Voice recognition will be a key feature in these car computers, as people can't type or press buttons at the same time they're trying to drive. By the end of this year, Delphi will begin shipping a Palm V docking station that allows drivers to access address and datebook entries using voice commands. The unit has a built-in cell phone that can be “dialed” using voice or by selecting an address book entry. Each of these functions is appealing to certain drivers. But the combination of these functions, particularly if the price is right, will be unstoppable. Acceptance of in-dash computers will be driven by two factors: platform standards and price.
Today's first-generation products typically cost $800 to $1,000 and perform only one or two of the functions listed above. Current prices are bloated, because upfront development costs must be spread across a small number of units. As production volumes rise from tens of thousands to tens of millions, prices will drop dramatically. The cost of key components, such as microprocessors, flash memory and GPS receivers, is also falling due to normal semiconductor trends. For example, a GPS chipset that cost $100 two years ago sells for about $30 today, and will drop to $10 in another two years. These trends will help bring the price of an in-dash computer down to a few hundred dollars within the next few years.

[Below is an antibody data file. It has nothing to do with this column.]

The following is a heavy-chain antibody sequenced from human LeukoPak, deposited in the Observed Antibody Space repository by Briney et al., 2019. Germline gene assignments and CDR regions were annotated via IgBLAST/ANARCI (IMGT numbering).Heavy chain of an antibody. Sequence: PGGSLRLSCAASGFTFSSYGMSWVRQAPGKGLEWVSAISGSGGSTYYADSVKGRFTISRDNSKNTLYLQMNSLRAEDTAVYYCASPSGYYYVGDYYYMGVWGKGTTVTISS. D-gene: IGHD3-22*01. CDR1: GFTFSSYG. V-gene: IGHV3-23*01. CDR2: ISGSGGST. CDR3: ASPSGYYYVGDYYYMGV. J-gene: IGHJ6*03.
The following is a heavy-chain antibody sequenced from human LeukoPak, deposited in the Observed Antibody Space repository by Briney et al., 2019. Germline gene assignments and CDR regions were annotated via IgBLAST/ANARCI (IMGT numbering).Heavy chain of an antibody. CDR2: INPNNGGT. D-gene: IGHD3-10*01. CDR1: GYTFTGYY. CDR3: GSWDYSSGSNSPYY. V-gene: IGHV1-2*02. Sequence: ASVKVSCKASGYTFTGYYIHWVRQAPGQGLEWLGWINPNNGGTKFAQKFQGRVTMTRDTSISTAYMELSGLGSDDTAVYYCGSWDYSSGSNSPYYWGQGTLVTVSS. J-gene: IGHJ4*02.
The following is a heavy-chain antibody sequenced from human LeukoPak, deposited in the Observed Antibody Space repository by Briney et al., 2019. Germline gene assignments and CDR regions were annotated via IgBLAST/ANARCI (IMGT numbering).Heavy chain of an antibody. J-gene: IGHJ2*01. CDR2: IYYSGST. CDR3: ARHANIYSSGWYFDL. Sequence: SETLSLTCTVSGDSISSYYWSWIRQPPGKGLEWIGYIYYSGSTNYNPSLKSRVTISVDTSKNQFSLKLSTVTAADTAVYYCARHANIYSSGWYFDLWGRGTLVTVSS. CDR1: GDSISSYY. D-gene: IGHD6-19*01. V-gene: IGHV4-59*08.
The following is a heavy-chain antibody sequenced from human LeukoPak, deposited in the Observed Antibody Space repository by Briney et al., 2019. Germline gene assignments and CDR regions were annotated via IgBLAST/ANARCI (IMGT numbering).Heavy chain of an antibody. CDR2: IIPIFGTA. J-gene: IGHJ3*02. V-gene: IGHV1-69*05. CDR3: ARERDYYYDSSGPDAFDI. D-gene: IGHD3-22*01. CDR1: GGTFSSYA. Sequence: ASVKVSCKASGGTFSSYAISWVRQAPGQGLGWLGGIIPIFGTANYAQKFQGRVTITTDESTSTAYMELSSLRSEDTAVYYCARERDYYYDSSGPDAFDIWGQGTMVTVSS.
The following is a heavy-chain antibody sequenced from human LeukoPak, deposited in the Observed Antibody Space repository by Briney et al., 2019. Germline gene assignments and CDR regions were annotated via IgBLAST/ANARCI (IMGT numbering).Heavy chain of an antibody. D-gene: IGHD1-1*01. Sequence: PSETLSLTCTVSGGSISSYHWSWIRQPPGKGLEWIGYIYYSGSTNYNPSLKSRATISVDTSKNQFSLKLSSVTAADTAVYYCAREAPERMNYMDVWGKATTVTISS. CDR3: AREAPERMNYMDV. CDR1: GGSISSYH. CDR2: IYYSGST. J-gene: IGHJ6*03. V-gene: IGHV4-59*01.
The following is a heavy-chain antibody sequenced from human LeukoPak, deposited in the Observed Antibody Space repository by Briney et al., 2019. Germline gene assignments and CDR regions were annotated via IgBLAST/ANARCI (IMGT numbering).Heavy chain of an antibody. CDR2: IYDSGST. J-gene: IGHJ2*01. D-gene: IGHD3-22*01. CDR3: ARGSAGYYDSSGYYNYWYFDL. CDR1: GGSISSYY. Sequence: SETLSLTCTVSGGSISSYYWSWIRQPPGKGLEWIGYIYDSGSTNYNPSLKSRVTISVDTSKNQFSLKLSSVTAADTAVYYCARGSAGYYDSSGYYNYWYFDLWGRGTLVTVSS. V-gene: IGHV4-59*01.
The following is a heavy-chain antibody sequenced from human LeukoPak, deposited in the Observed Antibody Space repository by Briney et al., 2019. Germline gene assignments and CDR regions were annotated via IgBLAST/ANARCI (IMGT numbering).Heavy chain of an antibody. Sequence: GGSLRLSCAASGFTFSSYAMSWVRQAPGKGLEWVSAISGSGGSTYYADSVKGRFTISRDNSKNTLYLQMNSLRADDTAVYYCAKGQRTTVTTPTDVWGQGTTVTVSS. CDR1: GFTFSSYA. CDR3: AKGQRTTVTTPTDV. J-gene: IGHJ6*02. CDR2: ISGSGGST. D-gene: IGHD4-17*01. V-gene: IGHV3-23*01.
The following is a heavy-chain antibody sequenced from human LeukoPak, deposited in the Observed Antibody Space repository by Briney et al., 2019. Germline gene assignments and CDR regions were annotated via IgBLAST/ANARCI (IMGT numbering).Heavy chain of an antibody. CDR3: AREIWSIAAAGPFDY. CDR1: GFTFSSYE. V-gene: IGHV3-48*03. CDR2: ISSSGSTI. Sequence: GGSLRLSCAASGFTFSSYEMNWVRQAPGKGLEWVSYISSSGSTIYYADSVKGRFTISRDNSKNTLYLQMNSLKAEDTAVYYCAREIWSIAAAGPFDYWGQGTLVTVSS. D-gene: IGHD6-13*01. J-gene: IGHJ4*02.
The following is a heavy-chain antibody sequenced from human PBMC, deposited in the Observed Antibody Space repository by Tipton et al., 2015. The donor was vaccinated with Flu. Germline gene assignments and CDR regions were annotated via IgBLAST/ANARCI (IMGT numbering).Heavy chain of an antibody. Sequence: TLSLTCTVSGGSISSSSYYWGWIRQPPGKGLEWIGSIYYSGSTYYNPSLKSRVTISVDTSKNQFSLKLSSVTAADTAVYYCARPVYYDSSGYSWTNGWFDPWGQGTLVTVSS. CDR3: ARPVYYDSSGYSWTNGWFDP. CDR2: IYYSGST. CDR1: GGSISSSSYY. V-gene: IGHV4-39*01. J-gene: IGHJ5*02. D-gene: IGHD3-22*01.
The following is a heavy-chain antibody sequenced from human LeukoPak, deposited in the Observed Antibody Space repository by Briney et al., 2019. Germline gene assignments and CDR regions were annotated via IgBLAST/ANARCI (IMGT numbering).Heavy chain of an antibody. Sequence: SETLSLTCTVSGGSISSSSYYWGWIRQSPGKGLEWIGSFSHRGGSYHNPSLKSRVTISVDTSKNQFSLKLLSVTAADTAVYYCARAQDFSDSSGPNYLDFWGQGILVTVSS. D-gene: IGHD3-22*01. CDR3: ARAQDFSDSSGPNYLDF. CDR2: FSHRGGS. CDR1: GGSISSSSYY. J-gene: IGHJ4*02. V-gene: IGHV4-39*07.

The value of an in-dash computer will increase as vendors realize that all of the important functions require a fast microprocessor, a flexible operating system and a wireless interface. Combining digital music, navigation, information access, security and voice recognition into a single device will add little hardware cost but significant end-user value. The bigger difficulty is in creating the necessary software, particularly since new technologies and services are likely to continue to be developed after the car is purchased. Digital music formats are in flux and not likely to settle down for at least a few years. Information services will continue to evolve, and the broad deployment of car computers will undoubtedly spur a new round of innovation.
Ideally, the car computer should be built around a standard platform that allows third parties to develop applications. Without a standard, consumers will be confused and application development stunted. Microsoft hopes to play this role with Windows CE, which is used in Delphi's Palm V dock, Clarion's AutoPC and Visteon's ICES among others. But Linux's low cost, simplicity and open-source model should be attractive to auto equipment makers. WinCE faced little competition for these early systems, but more recently, a throng of embedded Linux vendors has risen to the challenge. The stakes are high. Worldwide auto sales totaled 54 million last year, about half the size of the desktop PC market. Full-function in-dash computers will appear as standard equipment in some model-year 2002 cars (just over a year from now) and will move rapidly through the product lines. Ford, for example, boldly claims that all its cars will have Internet capability within three years. This hot new market gives Linux the opportunity to establish itself as the platform of choice.